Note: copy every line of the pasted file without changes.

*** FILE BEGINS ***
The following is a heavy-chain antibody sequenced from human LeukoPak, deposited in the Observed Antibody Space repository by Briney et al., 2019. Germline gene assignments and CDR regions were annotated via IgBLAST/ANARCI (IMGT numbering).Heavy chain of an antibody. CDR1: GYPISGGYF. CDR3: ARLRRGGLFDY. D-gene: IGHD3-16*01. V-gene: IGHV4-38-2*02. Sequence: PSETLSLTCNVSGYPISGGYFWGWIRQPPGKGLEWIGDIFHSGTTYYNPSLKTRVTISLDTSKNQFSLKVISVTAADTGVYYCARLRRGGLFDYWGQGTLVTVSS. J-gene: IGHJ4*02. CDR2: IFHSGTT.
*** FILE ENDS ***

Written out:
The following is a heavy-chain antibody sequenced from human LeukoPak, deposited in the Observed Antibody Space repository by Briney et al., 2019. Germline gene assignments and CDR regions were annotated via IgBLAST/ANARCI (IMGT numbering).Heavy chain of an antibody. CDR1: GYPISGGYF. CDR3: ARLRRGGLFDY. D-gene: IGHD3-16*01. V-gene: IGHV4-38-2*02. Sequence: PSETLSLTCNVSGYPISGGYFWGWIRQPPGKGLEWIGDIFHSGTTYYNPSLKTRVTISLDTSKNQFSLKVISVTAADTGVYYCARLRRGGLFDYWGQGTLVTVSS. J-gene: IGHJ4*02. CDR2: IFHSGTT.